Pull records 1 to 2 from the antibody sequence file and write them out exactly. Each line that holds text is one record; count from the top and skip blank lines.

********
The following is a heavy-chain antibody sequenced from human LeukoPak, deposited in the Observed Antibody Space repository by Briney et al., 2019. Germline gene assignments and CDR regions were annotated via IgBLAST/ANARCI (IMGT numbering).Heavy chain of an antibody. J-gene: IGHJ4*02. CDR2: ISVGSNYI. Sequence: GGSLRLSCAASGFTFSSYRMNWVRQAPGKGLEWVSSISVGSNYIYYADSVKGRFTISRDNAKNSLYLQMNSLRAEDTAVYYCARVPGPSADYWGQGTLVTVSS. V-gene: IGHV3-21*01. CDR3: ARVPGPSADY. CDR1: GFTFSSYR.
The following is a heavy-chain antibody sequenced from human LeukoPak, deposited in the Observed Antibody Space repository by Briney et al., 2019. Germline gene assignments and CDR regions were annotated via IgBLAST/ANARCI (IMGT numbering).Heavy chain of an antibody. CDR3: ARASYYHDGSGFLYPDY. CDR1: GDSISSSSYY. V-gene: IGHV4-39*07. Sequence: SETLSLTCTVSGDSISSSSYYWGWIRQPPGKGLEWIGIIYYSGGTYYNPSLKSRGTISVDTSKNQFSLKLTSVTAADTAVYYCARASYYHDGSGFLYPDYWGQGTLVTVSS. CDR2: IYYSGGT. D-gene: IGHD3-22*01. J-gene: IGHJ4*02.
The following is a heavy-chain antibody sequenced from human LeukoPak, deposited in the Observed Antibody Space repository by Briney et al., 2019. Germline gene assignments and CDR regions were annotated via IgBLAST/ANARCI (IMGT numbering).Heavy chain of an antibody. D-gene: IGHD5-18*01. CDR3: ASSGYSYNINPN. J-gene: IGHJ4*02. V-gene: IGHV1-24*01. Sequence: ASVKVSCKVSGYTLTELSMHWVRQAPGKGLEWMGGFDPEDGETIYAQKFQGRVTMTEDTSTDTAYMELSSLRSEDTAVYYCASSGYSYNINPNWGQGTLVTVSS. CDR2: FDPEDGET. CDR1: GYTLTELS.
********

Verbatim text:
The following is a heavy-chain antibody sequenced from human LeukoPak, deposited in the Observed Antibody Space repository by Briney et al., 2019. Germline gene assignments and CDR regions were annotated via IgBLAST/ANARCI (IMGT numbering).Heavy chain of an antibody. J-gene: IGHJ4*02. CDR2: ISVGSNYI. Sequence: GGSLRLSCAASGFTFSSYRMNWVRQAPGKGLEWVSSISVGSNYIYYADSVKGRFTISRDNAKNSLYLQMNSLRAEDTAVYYCARVPGPSADYWGQGTLVTVSS. V-gene: IGHV3-21*01. CDR3: ARVPGPSADY. CDR1: GFTFSSYR.
The following is a heavy-chain antibody sequenced from human LeukoPak, deposited in the Observed Antibody Space repository by Briney et al., 2019. Germline gene assignments and CDR regions were annotated via IgBLAST/ANARCI (IMGT numbering).Heavy chain of an antibody. CDR3: ARASYYHDGSGFLYPDY. CDR1: GDSISSSSYY. V-gene: IGHV4-39*07. Sequence: SETLSLTCTVSGDSISSSSYYWGWIRQPPGKGLEWIGIIYYSGGTYYNPSLKSRGTISVDTSKNQFSLKLTSVTAADTAVYYCARASYYHDGSGFLYPDYWGQGTLVTVSS. CDR2: IYYSGGT. D-gene: IGHD3-22*01. J-gene: IGHJ4*02.